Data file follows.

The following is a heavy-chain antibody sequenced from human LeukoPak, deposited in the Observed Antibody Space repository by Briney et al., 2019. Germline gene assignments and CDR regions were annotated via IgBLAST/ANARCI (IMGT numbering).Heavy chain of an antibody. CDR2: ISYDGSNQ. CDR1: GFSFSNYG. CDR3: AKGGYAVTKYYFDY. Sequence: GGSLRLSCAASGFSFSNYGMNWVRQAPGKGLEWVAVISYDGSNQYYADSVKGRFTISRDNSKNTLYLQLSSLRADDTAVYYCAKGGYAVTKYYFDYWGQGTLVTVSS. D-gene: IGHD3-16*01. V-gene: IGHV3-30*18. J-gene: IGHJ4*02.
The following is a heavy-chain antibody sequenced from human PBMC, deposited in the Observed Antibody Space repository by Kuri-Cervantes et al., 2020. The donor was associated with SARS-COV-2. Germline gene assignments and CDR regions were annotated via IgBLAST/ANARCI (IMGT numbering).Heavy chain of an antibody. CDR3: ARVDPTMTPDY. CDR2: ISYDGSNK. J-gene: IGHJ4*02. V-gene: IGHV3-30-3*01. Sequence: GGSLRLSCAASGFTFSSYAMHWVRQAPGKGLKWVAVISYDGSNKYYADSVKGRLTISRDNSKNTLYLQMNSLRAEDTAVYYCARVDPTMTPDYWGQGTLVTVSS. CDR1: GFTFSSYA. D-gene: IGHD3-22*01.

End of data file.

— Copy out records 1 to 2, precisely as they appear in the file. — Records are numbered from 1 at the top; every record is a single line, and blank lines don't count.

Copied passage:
The following is a heavy-chain antibody sequenced from human LeukoPak, deposited in the Observed Antibody Space repository by Briney et al., 2019. Germline gene assignments and CDR regions were annotated via IgBLAST/ANARCI (IMGT numbering).Heavy chain of an antibody. CDR2: ISYDGSNQ. CDR1: GFSFSNYG. CDR3: AKGGYAVTKYYFDY. Sequence: GGSLRLSCAASGFSFSNYGMNWVRQAPGKGLEWVAVISYDGSNQYYADSVKGRFTISRDNSKNTLYLQLSSLRADDTAVYYCAKGGYAVTKYYFDYWGQGTLVTVSS. D-gene: IGHD3-16*01. V-gene: IGHV3-30*18. J-gene: IGHJ4*02.
The following is a heavy-chain antibody sequenced from human PBMC, deposited in the Observed Antibody Space repository by Kuri-Cervantes et al., 2020. The donor was associated with SARS-COV-2. Germline gene assignments and CDR regions were annotated via IgBLAST/ANARCI (IMGT numbering).Heavy chain of an antibody. CDR3: ARVDPTMTPDY. CDR2: ISYDGSNK. J-gene: IGHJ4*02. V-gene: IGHV3-30-3*01. Sequence: GGSLRLSCAASGFTFSSYAMHWVRQAPGKGLKWVAVISYDGSNKYYADSVKGRLTISRDNSKNTLYLQMNSLRAEDTAVYYCARVDPTMTPDYWGQGTLVTVSS. CDR1: GFTFSSYA. D-gene: IGHD3-22*01.